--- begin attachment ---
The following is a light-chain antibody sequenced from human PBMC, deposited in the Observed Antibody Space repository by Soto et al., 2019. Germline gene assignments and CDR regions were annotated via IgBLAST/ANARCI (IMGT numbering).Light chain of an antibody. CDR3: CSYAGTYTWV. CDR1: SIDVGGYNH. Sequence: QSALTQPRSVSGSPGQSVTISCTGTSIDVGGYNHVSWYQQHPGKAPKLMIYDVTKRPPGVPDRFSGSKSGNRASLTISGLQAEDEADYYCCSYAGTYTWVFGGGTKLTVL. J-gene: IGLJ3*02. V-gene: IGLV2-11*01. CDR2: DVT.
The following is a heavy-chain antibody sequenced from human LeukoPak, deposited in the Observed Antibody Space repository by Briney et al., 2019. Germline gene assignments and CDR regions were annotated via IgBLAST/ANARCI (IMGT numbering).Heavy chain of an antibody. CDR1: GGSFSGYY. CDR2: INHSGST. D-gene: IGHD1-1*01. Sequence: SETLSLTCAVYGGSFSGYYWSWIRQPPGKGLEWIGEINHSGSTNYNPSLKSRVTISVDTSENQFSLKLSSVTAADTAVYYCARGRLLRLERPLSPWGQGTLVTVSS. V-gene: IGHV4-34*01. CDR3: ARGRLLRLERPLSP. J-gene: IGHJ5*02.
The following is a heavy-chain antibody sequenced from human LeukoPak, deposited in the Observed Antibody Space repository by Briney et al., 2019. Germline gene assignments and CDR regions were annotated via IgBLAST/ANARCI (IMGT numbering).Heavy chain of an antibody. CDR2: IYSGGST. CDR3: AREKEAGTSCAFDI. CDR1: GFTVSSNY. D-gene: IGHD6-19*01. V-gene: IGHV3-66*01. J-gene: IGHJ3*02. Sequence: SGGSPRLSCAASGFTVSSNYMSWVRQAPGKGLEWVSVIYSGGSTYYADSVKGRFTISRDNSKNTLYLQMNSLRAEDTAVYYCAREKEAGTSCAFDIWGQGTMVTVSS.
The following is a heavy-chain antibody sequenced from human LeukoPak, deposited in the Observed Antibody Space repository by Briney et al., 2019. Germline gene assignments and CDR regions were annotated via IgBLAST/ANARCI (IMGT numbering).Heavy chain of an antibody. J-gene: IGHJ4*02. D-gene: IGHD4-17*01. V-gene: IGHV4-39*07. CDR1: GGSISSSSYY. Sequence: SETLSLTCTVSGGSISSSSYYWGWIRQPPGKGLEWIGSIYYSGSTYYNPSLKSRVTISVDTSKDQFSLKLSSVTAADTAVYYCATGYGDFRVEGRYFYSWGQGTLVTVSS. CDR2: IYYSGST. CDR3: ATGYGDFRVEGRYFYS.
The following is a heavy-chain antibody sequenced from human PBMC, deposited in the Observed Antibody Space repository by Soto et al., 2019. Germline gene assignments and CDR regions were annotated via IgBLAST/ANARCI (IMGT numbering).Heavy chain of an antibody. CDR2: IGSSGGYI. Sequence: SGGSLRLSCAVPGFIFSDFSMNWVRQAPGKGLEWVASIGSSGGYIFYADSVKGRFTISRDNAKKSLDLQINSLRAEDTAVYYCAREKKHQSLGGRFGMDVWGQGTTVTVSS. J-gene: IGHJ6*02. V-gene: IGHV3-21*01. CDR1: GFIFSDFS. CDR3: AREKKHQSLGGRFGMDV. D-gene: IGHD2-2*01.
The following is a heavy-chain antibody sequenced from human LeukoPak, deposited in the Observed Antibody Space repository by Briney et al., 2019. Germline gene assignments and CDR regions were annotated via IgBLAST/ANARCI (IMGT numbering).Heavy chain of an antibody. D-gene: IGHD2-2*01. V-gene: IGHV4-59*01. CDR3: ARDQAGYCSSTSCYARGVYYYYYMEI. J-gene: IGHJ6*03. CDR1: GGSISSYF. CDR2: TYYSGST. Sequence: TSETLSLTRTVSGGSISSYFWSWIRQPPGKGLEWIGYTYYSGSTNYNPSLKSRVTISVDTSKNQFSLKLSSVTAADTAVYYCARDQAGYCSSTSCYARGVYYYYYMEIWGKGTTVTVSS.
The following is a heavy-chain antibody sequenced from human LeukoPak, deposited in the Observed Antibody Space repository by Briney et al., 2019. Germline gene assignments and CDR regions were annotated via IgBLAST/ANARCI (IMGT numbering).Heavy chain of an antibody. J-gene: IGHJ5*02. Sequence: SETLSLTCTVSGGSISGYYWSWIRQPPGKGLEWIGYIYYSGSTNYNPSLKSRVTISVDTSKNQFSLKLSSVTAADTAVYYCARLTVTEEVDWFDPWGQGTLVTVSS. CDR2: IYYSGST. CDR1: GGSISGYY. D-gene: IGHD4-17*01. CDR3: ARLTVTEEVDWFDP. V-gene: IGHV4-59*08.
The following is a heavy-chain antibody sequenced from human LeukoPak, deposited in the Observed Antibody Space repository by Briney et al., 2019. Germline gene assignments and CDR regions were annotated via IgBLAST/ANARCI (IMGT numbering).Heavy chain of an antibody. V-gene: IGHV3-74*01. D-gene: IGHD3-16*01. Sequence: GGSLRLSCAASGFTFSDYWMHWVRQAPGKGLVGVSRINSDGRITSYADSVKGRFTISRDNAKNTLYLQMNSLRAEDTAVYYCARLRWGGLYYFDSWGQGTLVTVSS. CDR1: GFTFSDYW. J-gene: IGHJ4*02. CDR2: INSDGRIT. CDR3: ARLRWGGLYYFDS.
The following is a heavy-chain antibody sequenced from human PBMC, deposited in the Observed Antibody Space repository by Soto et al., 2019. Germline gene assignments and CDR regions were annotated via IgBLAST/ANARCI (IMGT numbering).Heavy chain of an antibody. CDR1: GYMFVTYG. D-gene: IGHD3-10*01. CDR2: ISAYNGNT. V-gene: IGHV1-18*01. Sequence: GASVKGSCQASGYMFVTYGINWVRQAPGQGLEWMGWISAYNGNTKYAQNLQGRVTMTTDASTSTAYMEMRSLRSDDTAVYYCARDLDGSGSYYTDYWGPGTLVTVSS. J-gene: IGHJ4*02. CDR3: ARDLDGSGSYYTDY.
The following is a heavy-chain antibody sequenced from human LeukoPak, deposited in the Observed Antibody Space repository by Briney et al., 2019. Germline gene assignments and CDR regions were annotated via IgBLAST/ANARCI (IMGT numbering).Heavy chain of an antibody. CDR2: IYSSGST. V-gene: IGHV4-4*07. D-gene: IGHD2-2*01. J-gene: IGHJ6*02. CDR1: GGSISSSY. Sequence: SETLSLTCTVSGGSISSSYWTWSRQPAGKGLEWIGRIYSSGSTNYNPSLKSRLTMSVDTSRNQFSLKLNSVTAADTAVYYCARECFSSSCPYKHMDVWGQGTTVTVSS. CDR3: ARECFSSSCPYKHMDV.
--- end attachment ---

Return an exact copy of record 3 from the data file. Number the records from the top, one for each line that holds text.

The following is a heavy-chain antibody sequenced from human LeukoPak, deposited in the Observed Antibody Space repository by Briney et al., 2019. Germline gene assignments and CDR regions were annotated via IgBLAST/ANARCI (IMGT numbering).Heavy chain of an antibody. CDR2: IYSGGST. CDR3: AREKEAGTSCAFDI. CDR1: GFTVSSNY. D-gene: IGHD6-19*01. V-gene: IGHV3-66*01. J-gene: IGHJ3*02. Sequence: SGGSPRLSCAASGFTVSSNYMSWVRQAPGKGLEWVSVIYSGGSTYYADSVKGRFTISRDNSKNTLYLQMNSLRAEDTAVYYCAREKEAGTSCAFDIWGQGTMVTVSS.